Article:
So, I mean, even though she can do these tasks like this I don't really think that she's been able to sustain these tasks. But she's making an effort now to try to do so. And her [treating psychiatrist], you know, Dr. Fisher back in California said she can't do it. I'm sort of on the fence about that. She ought to be able to do some of these things but she's heavily medicated, she's tired, she's in pain a lot and she has been missing work, so I don't know about sustainability. Sustainability is more like a goal than it is a reality at present time. (AR 105 (emphasis added).)

The ALJ did not discuss the medical expert's opinion at all in reaching his conclusion that Plaintiff could sustain full-time work. (AR 41-42.) This was error. The medical expert's opinion was critical to the resolution of this case and should have been discussed. Had the ALJ accepted the medical expert's opinion, it appears that he would have had to conclude that Plaintiff could not hold down a full-time job. The Court finds that remand is required to allow the ALJ to reconcile his finding that Plaintiff can hold down a full-time job with the medical expert's opinion that sustaining full-time work is more likely "a goal than it is a reality at present time." (AR 105.)

The Agency argues that the ALJ tacitly accepted and then adopted the medical expert's testimony in reaching his decision as evidenced by the fact that he essentially adopted the medical expert's residual functional capacity assessment. (Joint Stip. at 16.) This argument is rejected. In the first place, generally speaking, the Court will not assume that an ALJ has tacitly accepted a doctor's opinion.*fn1 The rules and regulations that govern social security cases as well as the case law that has developed over the years mandate that an ALJ address a doctor's opinion and explain why it is or is not entitled to weight. See, e.g., Tackett v. Apfel, 180 F.3d 1094, 1102-03 (9th Cir. 1999) (holding ALJ erred in disregarding medical expert's testimony without giving reasons for doing so). The ALJ's failure to do so here was error.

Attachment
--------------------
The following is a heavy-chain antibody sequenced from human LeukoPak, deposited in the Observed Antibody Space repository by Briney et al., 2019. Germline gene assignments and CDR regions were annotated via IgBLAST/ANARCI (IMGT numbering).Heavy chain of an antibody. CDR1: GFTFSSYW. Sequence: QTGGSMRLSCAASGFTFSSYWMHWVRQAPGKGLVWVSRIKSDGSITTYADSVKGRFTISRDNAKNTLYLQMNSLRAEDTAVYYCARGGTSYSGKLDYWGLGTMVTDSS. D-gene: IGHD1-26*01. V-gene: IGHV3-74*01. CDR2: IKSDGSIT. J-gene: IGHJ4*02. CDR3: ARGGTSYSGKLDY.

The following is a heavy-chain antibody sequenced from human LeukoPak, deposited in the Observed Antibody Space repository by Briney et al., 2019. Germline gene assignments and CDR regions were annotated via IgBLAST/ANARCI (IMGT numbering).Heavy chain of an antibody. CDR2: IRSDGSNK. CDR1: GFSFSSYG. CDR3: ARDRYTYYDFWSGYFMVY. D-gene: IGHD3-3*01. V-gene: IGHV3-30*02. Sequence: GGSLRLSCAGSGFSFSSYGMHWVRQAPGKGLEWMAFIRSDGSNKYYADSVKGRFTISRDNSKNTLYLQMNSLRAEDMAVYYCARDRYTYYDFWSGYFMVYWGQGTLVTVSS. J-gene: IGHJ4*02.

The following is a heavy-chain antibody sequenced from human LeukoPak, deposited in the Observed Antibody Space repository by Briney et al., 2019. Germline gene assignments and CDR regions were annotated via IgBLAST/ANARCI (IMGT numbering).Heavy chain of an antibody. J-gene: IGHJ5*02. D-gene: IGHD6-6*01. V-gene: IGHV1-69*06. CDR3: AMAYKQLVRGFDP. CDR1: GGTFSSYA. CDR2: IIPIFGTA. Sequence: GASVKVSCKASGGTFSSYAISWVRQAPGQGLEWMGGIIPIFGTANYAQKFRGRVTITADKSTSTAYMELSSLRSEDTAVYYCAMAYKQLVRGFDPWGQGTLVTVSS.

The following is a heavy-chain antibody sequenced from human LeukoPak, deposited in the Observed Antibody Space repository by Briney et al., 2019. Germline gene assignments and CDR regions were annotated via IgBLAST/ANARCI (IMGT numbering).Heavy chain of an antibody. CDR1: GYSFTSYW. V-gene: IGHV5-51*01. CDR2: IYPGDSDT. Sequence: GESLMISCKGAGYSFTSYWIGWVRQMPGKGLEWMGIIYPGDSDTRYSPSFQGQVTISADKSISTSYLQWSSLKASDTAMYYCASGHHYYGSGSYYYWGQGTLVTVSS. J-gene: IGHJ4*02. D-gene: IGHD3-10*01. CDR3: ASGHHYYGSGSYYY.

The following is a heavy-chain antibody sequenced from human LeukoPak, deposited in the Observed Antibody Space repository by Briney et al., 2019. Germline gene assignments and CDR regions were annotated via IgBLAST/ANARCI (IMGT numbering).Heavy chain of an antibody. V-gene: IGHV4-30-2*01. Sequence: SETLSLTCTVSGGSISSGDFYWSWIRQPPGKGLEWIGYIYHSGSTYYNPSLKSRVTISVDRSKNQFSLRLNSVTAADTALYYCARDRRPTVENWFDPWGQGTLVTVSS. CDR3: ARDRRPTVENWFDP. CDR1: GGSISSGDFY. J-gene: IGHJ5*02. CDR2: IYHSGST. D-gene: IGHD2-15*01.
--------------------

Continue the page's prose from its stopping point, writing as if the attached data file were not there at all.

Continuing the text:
Second, the Court disagrees with the Agency that the ALJ essentially adopted the medical expert's opinion. Clearly, the medical expert was concerned that Plaintiff could not sustain full-time employment. There is nothing in the ALJ's decision to reflect that concern. In fact, the ALJ concluded that Plaintiff could work full time, without qualification.

Finally, it defies common sense to believe that the ALJ would carefully craft a 15-page decision, discussing all of the medical evidence and all of the opinions of the other doctors and then, when it came to the basis for his residual functional capacity finding, simply leave out the evidence he was relying on, leaving it to the reader to assume that he must have been relying on the opinion of a doctor he did not discuss.

For these reasons, remand is required. On remand, the ALJ should address the medical expert's testimony and, if the ALJ concludes again that Plaintiff can work full time, he should explain how that conclusion can be ...